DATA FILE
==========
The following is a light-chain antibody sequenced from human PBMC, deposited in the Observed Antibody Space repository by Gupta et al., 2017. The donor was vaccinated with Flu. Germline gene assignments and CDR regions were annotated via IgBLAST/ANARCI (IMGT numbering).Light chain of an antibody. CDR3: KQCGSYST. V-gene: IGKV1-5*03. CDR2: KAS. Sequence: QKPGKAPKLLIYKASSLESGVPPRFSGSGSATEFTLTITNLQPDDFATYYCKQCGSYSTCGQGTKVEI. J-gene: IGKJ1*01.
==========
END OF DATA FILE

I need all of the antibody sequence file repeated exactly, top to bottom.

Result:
The following is a light-chain antibody sequenced from human PBMC, deposited in the Observed Antibody Space repository by Gupta et al., 2017. The donor was vaccinated with Flu. Germline gene assignments and CDR regions were annotated via IgBLAST/ANARCI (IMGT numbering).Light chain of an antibody. CDR3: KQCGSYST. V-gene: IGKV1-5*03. CDR2: KAS. Sequence: QKPGKAPKLLIYKASSLESGVPPRFSGSGSATEFTLTITNLQPDDFATYYCKQCGSYSTCGQGTKVEI. J-gene: IGKJ1*01.